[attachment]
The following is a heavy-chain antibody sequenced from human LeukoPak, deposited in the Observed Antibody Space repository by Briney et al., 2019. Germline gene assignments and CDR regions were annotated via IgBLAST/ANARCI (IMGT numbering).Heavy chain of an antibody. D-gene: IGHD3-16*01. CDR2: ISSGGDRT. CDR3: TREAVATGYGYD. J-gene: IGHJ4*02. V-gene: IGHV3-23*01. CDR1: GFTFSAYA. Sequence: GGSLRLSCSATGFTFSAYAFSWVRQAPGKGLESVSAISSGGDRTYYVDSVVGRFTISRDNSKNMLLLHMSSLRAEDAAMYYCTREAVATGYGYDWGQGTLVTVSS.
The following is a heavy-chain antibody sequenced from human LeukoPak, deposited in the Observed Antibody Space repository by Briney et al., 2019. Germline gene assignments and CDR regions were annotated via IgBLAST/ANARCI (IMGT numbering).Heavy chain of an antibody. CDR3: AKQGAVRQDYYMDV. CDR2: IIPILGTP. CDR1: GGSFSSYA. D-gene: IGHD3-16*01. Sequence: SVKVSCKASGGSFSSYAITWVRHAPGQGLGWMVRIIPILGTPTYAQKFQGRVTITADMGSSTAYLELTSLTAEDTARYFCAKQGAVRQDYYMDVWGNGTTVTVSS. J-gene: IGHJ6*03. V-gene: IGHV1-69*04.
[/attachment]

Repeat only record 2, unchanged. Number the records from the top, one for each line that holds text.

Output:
The following is a heavy-chain antibody sequenced from human LeukoPak, deposited in the Observed Antibody Space repository by Briney et al., 2019. Germline gene assignments and CDR regions were annotated via IgBLAST/ANARCI (IMGT numbering).Heavy chain of an antibody. CDR3: AKQGAVRQDYYMDV. CDR2: IIPILGTP. CDR1: GGSFSSYA. D-gene: IGHD3-16*01. Sequence: SVKVSCKASGGSFSSYAITWVRHAPGQGLGWMVRIIPILGTPTYAQKFQGRVTITADMGSSTAYLELTSLTAEDTARYFCAKQGAVRQDYYMDVWGNGTTVTVSS. J-gene: IGHJ6*03. V-gene: IGHV1-69*04.